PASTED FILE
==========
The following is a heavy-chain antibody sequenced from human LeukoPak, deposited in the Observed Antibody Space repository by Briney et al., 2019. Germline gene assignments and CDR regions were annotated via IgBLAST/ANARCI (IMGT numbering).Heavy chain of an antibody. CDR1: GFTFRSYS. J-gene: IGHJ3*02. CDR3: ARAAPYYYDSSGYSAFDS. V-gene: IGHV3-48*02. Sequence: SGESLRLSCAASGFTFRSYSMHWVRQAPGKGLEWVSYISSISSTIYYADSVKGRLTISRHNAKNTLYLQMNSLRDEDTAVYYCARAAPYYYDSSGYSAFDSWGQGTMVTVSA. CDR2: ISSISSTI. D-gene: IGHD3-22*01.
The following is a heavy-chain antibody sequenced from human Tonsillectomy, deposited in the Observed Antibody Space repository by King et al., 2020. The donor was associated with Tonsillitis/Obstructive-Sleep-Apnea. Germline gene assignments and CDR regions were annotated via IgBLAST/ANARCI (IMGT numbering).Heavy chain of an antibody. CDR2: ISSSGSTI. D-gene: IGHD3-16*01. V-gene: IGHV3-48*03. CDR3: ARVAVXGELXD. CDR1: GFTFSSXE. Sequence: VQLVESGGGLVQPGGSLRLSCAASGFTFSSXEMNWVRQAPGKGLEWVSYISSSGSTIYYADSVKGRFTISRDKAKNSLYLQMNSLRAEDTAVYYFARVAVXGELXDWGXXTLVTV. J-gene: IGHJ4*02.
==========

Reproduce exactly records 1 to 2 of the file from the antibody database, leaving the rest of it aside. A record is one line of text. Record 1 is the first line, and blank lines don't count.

The following is a heavy-chain antibody sequenced from human LeukoPak, deposited in the Observed Antibody Space repository by Briney et al., 2019. Germline gene assignments and CDR regions were annotated via IgBLAST/ANARCI (IMGT numbering).Heavy chain of an antibody. CDR1: GFTFRSYS. J-gene: IGHJ3*02. CDR3: ARAAPYYYDSSGYSAFDS. V-gene: IGHV3-48*02. Sequence: SGESLRLSCAASGFTFRSYSMHWVRQAPGKGLEWVSYISSISSTIYYADSVKGRLTISRHNAKNTLYLQMNSLRDEDTAVYYCARAAPYYYDSSGYSAFDSWGQGTMVTVSA. CDR2: ISSISSTI. D-gene: IGHD3-22*01.
The following is a heavy-chain antibody sequenced from human Tonsillectomy, deposited in the Observed Antibody Space repository by King et al., 2020. The donor was associated with Tonsillitis/Obstructive-Sleep-Apnea. Germline gene assignments and CDR regions were annotated via IgBLAST/ANARCI (IMGT numbering).Heavy chain of an antibody. CDR2: ISSSGSTI. D-gene: IGHD3-16*01. V-gene: IGHV3-48*03. CDR3: ARVAVXGELXD. CDR1: GFTFSSXE. Sequence: VQLVESGGGLVQPGGSLRLSCAASGFTFSSXEMNWVRQAPGKGLEWVSYISSSGSTIYYADSVKGRFTISRDKAKNSLYLQMNSLRAEDTAVYYFARVAVXGELXDWGXXTLVTV. J-gene: IGHJ4*02.